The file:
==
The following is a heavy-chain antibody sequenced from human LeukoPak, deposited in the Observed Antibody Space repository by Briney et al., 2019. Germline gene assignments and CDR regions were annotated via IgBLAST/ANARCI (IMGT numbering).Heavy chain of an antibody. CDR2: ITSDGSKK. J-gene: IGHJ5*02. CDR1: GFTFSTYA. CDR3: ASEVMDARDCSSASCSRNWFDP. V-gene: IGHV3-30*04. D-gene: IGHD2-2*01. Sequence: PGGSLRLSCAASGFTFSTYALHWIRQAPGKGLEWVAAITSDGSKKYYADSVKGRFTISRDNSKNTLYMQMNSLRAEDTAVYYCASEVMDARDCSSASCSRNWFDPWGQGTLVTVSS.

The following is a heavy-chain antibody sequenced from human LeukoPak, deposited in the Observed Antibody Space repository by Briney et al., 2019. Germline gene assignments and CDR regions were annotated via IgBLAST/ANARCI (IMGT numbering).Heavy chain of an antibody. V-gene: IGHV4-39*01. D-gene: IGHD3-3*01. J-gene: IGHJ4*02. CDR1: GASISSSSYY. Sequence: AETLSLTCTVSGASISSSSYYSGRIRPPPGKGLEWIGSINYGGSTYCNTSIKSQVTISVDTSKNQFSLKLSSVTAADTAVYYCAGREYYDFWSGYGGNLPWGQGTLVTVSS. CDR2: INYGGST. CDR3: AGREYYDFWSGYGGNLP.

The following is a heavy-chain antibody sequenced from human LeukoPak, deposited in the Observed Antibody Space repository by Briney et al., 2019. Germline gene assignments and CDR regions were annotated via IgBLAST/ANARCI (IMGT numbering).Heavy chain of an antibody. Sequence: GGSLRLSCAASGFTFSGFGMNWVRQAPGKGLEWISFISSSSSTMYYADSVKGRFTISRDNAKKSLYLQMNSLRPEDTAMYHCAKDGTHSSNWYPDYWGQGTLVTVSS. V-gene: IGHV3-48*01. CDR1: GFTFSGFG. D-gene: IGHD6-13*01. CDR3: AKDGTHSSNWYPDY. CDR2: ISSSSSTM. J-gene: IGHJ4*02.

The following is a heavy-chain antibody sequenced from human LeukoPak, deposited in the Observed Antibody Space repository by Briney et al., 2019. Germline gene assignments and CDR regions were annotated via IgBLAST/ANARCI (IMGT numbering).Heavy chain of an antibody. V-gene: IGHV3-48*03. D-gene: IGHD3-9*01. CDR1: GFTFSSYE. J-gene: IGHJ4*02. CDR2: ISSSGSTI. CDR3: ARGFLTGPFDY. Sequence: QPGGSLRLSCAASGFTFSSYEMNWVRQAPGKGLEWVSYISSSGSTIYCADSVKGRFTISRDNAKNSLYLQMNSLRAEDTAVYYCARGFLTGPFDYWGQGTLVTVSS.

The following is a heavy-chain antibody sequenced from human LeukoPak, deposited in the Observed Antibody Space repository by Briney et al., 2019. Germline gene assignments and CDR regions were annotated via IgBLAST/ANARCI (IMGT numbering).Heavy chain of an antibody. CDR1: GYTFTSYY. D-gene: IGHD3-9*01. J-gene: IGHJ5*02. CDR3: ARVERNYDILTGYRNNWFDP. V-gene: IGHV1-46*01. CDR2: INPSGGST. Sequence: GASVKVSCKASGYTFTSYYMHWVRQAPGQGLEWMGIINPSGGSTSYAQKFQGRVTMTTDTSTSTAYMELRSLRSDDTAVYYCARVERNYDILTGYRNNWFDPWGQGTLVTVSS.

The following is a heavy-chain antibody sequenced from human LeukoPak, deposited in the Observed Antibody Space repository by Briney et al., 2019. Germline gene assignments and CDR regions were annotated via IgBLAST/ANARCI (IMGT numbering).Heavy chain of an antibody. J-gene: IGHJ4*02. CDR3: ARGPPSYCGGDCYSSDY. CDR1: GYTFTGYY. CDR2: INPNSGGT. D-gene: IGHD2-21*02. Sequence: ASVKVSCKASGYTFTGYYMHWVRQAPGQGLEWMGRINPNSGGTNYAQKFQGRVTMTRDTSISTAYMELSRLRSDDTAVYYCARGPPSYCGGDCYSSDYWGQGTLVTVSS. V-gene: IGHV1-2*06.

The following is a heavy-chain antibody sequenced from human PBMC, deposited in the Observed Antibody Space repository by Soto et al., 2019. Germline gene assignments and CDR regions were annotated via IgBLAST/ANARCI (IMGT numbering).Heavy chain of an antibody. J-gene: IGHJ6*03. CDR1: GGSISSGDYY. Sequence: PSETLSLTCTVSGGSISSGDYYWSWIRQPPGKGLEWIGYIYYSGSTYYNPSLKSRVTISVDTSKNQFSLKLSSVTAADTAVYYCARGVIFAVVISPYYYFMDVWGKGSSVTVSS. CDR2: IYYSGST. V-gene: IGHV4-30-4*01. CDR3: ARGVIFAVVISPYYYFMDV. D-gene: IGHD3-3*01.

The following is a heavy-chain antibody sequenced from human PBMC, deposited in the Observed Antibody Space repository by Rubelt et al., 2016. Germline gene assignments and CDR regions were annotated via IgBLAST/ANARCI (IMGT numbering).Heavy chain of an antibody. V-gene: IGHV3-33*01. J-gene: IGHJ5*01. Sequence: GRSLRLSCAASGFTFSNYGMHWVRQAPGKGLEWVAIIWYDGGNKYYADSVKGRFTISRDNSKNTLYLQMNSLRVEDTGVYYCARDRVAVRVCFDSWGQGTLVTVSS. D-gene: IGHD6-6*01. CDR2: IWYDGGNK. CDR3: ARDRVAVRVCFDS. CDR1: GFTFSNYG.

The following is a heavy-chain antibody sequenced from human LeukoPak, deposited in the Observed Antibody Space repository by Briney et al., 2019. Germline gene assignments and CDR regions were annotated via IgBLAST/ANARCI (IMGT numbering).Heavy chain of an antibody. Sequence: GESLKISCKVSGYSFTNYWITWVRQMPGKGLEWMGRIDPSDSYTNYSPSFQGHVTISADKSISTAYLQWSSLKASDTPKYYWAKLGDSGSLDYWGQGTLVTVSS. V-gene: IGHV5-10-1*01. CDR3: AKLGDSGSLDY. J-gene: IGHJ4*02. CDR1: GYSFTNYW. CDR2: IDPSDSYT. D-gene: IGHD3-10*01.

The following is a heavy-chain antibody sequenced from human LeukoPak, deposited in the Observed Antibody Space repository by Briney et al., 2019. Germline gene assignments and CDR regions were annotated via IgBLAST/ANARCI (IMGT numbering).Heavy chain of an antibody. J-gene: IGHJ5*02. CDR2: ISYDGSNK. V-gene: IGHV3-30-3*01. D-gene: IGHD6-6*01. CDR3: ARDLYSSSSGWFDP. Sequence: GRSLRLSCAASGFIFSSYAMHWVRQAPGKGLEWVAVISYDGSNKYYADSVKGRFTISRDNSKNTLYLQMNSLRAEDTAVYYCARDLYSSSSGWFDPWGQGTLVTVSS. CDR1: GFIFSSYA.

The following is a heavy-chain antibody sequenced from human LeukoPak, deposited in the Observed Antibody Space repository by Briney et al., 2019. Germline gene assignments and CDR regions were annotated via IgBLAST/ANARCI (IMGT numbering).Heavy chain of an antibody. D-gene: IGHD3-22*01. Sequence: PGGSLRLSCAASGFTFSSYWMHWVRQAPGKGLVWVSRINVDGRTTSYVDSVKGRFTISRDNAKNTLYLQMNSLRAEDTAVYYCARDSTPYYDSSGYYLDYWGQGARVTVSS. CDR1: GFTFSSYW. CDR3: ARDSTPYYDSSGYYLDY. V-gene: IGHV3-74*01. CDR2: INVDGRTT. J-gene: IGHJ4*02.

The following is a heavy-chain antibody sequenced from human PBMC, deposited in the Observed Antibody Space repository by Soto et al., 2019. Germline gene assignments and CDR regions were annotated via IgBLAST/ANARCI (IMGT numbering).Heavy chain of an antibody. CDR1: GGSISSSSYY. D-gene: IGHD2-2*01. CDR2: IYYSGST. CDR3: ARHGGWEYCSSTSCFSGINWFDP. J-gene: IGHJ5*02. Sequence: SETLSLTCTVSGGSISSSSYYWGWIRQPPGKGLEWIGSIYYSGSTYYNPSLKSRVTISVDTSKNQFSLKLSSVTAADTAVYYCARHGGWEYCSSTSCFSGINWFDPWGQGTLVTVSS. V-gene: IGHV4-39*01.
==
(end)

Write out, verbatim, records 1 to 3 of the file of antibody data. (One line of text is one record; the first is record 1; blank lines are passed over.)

The following is a heavy-chain antibody sequenced from human LeukoPak, deposited in the Observed Antibody Space repository by Briney et al., 2019. Germline gene assignments and CDR regions were annotated via IgBLAST/ANARCI (IMGT numbering).Heavy chain of an antibody. CDR2: ITSDGSKK. J-gene: IGHJ5*02. CDR1: GFTFSTYA. CDR3: ASEVMDARDCSSASCSRNWFDP. V-gene: IGHV3-30*04. D-gene: IGHD2-2*01. Sequence: PGGSLRLSCAASGFTFSTYALHWIRQAPGKGLEWVAAITSDGSKKYYADSVKGRFTISRDNSKNTLYMQMNSLRAEDTAVYYCASEVMDARDCSSASCSRNWFDPWGQGTLVTVSS.

The following is a heavy-chain antibody sequenced from human LeukoPak, deposited in the Observed Antibody Space repository by Briney et al., 2019. Germline gene assignments and CDR regions were annotated via IgBLAST/ANARCI (IMGT numbering).Heavy chain of an antibody. V-gene: IGHV4-39*01. D-gene: IGHD3-3*01. J-gene: IGHJ4*02. CDR1: GASISSSSYY. Sequence: AETLSLTCTVSGASISSSSYYSGRIRPPPGKGLEWIGSINYGGSTYCNTSIKSQVTISVDTSKNQFSLKLSSVTAADTAVYYCAGREYYDFWSGYGGNLPWGQGTLVTVSS. CDR2: INYGGST. CDR3: AGREYYDFWSGYGGNLP.

The following is a heavy-chain antibody sequenced from human LeukoPak, deposited in the Observed Antibody Space repository by Briney et al., 2019. Germline gene assignments and CDR regions were annotated via IgBLAST/ANARCI (IMGT numbering).Heavy chain of an antibody. Sequence: GGSLRLSCAASGFTFSGFGMNWVRQAPGKGLEWISFISSSSSTMYYADSVKGRFTISRDNAKKSLYLQMNSLRPEDTAMYHCAKDGTHSSNWYPDYWGQGTLVTVSS. V-gene: IGHV3-48*01. CDR1: GFTFSGFG. D-gene: IGHD6-13*01. CDR3: AKDGTHSSNWYPDY. CDR2: ISSSSSTM. J-gene: IGHJ4*02.